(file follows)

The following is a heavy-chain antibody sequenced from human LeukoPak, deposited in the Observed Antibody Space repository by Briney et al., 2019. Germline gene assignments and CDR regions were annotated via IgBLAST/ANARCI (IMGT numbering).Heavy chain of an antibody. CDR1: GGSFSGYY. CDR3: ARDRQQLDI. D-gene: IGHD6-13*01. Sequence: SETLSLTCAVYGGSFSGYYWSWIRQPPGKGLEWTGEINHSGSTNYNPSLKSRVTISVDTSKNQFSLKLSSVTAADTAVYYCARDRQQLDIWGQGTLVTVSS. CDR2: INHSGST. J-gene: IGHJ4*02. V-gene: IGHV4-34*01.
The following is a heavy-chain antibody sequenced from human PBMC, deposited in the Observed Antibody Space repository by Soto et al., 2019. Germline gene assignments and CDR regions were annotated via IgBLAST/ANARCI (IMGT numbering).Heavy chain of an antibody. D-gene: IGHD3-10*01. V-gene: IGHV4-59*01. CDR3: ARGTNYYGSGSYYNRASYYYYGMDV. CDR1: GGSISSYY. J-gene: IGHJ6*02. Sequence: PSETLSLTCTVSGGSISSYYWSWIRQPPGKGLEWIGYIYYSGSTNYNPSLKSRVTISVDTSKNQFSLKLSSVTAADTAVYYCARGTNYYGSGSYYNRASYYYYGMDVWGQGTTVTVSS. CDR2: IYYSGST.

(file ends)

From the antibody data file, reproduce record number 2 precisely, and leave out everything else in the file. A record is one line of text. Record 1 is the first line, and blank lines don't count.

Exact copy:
The following is a heavy-chain antibody sequenced from human PBMC, deposited in the Observed Antibody Space repository by Soto et al., 2019. Germline gene assignments and CDR regions were annotated via IgBLAST/ANARCI (IMGT numbering).Heavy chain of an antibody. D-gene: IGHD3-10*01. V-gene: IGHV4-59*01. CDR3: ARGTNYYGSGSYYNRASYYYYGMDV. CDR1: GGSISSYY. J-gene: IGHJ6*02. Sequence: PSETLSLTCTVSGGSISSYYWSWIRQPPGKGLEWIGYIYYSGSTNYNPSLKSRVTISVDTSKNQFSLKLSSVTAADTAVYYCARGTNYYGSGSYYNRASYYYYGMDVWGQGTTVTVSS. CDR2: IYYSGST.